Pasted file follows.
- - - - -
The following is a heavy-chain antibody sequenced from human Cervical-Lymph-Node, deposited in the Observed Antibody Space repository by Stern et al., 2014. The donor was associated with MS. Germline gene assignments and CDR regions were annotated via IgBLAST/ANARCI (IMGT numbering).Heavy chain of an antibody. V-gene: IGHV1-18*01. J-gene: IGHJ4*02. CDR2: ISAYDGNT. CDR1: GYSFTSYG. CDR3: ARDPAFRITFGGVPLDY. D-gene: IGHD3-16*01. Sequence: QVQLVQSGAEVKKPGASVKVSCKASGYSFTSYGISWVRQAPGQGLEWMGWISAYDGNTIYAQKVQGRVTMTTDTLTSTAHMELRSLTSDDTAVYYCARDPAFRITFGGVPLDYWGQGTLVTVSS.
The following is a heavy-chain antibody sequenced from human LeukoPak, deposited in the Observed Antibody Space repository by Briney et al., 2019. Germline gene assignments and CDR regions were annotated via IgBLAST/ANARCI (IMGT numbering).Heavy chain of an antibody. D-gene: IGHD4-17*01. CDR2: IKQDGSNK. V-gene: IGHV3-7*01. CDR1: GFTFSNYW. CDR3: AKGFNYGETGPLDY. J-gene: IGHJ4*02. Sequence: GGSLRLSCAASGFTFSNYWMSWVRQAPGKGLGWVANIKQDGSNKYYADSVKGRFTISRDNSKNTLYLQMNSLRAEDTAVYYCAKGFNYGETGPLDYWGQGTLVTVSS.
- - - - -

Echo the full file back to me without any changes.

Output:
The following is a heavy-chain antibody sequenced from human Cervical-Lymph-Node, deposited in the Observed Antibody Space repository by Stern et al., 2014. The donor was associated with MS. Germline gene assignments and CDR regions were annotated via IgBLAST/ANARCI (IMGT numbering).Heavy chain of an antibody. V-gene: IGHV1-18*01. J-gene: IGHJ4*02. CDR2: ISAYDGNT. CDR1: GYSFTSYG. CDR3: ARDPAFRITFGGVPLDY. D-gene: IGHD3-16*01. Sequence: QVQLVQSGAEVKKPGASVKVSCKASGYSFTSYGISWVRQAPGQGLEWMGWISAYDGNTIYAQKVQGRVTMTTDTLTSTAHMELRSLTSDDTAVYYCARDPAFRITFGGVPLDYWGQGTLVTVSS.
The following is a heavy-chain antibody sequenced from human LeukoPak, deposited in the Observed Antibody Space repository by Briney et al., 2019. Germline gene assignments and CDR regions were annotated via IgBLAST/ANARCI (IMGT numbering).Heavy chain of an antibody. D-gene: IGHD4-17*01. CDR2: IKQDGSNK. V-gene: IGHV3-7*01. CDR1: GFTFSNYW. CDR3: AKGFNYGETGPLDY. J-gene: IGHJ4*02. Sequence: GGSLRLSCAASGFTFSNYWMSWVRQAPGKGLGWVANIKQDGSNKYYADSVKGRFTISRDNSKNTLYLQMNSLRAEDTAVYYCAKGFNYGETGPLDYWGQGTLVTVSS.